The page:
South Korea's former supreme court chief justice accused of abuse of power
Yang Sung-tae (C), former chief of the Supreme Court, issues a statement in front of the top court in Seoul, South Korea, Jan. 11, 2019. EPA-EFE FILE/YONHAP SOUTH KOREA OUT
An eternal view of the Supreme Court building, as prosecutors are set to indict former Supreme Court Chief Justice Yang Sung-tae on charges of abusing his power to influence high-profile trials as a political tool to lobby the previous government, in Seoul, South Korea, Feb. 11, 2019. EPA-EFE/YONHAP SOUTH KOREA OUT
Seoul, Feb 11 (efe-epa).- The South Korean public prosecutor's office on Monday formally accused a former chief justice of the Supreme Court of abuse of power during his tenure.
The public prosecutor's office accused Yang Sung-tae, who presided over the country's top court between 2011 and 2017, and other judges of the National Court Administration (NCA) - the administrative wing of the Supreme Court - of abusing their authority to influence judicial decisions in favor of the government that was led by then-President Park Geun-hye, who is currently serving a prison sentence of 24 years after being found guilty of corruption.
Prosecutors have also formally charged two former judges of the NCA - Park Byong-dae and Ko Young, Yonhap agency reported.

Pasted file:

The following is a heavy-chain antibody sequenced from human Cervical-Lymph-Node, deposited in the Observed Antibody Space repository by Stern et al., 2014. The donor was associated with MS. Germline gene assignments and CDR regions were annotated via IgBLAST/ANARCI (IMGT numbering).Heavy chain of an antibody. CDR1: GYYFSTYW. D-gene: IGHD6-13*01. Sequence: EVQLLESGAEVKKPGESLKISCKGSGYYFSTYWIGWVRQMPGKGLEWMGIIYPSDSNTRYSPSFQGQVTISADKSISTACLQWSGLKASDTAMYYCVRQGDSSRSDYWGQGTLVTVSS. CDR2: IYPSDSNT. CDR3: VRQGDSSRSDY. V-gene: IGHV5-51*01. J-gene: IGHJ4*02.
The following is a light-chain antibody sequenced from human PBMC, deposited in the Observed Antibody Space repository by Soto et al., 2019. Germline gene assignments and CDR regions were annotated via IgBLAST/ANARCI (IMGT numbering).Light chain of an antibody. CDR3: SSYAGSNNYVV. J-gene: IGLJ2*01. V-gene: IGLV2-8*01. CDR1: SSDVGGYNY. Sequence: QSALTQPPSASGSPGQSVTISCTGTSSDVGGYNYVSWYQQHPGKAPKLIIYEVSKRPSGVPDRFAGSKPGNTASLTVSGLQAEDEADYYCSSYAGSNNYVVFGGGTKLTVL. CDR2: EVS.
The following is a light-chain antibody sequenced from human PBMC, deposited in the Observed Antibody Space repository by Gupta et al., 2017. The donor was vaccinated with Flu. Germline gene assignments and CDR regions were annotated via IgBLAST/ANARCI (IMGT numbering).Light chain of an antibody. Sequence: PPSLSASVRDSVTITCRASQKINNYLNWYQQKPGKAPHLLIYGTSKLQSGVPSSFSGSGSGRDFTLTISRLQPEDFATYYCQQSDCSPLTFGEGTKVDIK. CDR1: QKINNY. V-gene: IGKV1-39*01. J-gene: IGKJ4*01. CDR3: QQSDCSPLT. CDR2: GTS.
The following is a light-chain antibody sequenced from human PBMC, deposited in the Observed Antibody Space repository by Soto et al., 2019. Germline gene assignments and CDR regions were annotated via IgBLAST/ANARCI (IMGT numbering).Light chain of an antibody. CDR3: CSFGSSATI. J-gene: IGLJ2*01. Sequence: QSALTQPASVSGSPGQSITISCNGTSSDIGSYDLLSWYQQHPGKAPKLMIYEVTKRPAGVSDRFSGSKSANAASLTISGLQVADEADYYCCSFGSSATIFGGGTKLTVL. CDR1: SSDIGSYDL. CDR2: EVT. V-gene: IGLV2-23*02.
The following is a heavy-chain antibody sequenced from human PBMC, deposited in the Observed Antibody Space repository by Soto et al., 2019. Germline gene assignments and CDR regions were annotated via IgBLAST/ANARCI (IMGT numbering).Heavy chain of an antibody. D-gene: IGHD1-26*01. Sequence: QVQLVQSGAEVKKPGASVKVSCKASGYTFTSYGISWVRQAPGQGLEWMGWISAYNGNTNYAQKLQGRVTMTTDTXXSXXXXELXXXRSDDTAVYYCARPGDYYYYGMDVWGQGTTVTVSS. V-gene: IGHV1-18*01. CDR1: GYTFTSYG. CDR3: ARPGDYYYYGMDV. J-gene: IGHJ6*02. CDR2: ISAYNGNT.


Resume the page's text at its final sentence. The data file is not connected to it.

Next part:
They have not requested pre-trial detention for these two judges, unlike 71-year-old Yang, who has been denied bail since he was detained on Jan. 24 over fears that he might try to destroy the evidence against him.
Yang, who has denied any wrongdoing, Park and Ko are the latest officials to be accused since former NCA chief Lim Jong-hun, who was indicted and has been in custody since October.
Following eight months of investigations, the public prosecutor's office found that Yang and his collaborators orchestrated the delay of a Supreme Court sentence on compensations to be paid by Japanese firm Nippon Steel & Sumitomo Metal to a group of South Koreans they had enslaved during the Second World War.
With the delay (the sentence was not passed until Oct. 2019), Yang is accused of trying to buy time for the government led by Park, who was concerned about deteriorating relations with Tokyo.
In exchange, he expected support from the administration on the creation of a new court of appeals, one of Yang's major demands during his term.
Former president Park was sentenced in April last year to 24 years in prison for her role in a corruption case, dubbed the South Korean Rasputin scandal.
According to the sentence, Park and her friend Choi Soon-sil, nicknamed Rasputin due to her close friendship with the former president, created a vast network of favors through which they blackmailed large firms such as Samsung, Hyundai and Lotte.